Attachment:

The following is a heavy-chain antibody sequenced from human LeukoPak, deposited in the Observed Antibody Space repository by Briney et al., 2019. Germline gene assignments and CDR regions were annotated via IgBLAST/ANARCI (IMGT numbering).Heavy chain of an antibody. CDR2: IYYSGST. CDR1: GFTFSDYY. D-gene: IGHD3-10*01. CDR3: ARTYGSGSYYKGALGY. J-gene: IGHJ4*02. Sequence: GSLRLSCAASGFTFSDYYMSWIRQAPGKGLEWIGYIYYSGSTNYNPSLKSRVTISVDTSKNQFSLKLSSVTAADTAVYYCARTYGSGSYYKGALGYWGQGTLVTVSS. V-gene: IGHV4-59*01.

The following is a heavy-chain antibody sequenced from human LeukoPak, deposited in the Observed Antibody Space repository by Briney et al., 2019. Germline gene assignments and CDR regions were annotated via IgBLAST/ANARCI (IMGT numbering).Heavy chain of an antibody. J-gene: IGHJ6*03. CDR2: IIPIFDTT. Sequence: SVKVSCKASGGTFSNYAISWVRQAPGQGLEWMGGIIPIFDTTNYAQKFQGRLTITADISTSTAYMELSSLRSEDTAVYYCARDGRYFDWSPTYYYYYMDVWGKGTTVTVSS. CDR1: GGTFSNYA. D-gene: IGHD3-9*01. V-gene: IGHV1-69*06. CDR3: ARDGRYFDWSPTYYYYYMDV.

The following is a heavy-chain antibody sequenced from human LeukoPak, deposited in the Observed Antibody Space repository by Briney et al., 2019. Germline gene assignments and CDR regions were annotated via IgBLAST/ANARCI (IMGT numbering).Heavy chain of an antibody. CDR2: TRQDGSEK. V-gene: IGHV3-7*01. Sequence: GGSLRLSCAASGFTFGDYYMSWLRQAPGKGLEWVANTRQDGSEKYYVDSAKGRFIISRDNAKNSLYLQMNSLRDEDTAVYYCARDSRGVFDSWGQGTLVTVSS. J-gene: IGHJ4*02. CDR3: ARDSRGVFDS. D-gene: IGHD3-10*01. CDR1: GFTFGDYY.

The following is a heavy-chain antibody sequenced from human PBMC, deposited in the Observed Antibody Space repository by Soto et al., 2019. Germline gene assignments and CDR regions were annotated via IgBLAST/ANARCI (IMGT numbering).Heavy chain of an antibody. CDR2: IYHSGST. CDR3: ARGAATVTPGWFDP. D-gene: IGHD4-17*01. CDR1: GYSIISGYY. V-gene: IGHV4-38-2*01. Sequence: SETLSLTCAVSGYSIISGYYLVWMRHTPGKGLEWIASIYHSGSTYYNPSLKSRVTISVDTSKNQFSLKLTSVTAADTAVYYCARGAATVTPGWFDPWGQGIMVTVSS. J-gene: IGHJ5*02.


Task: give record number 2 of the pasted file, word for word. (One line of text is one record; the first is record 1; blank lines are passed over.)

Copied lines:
The following is a heavy-chain antibody sequenced from human LeukoPak, deposited in the Observed Antibody Space repository by Briney et al., 2019. Germline gene assignments and CDR regions were annotated via IgBLAST/ANARCI (IMGT numbering).Heavy chain of an antibody. J-gene: IGHJ6*03. CDR2: IIPIFDTT. Sequence: SVKVSCKASGGTFSNYAISWVRQAPGQGLEWMGGIIPIFDTTNYAQKFQGRLTITADISTSTAYMELSSLRSEDTAVYYCARDGRYFDWSPTYYYYYMDVWGKGTTVTVSS. CDR1: GGTFSNYA. D-gene: IGHD3-9*01. V-gene: IGHV1-69*06. CDR3: ARDGRYFDWSPTYYYYYMDV.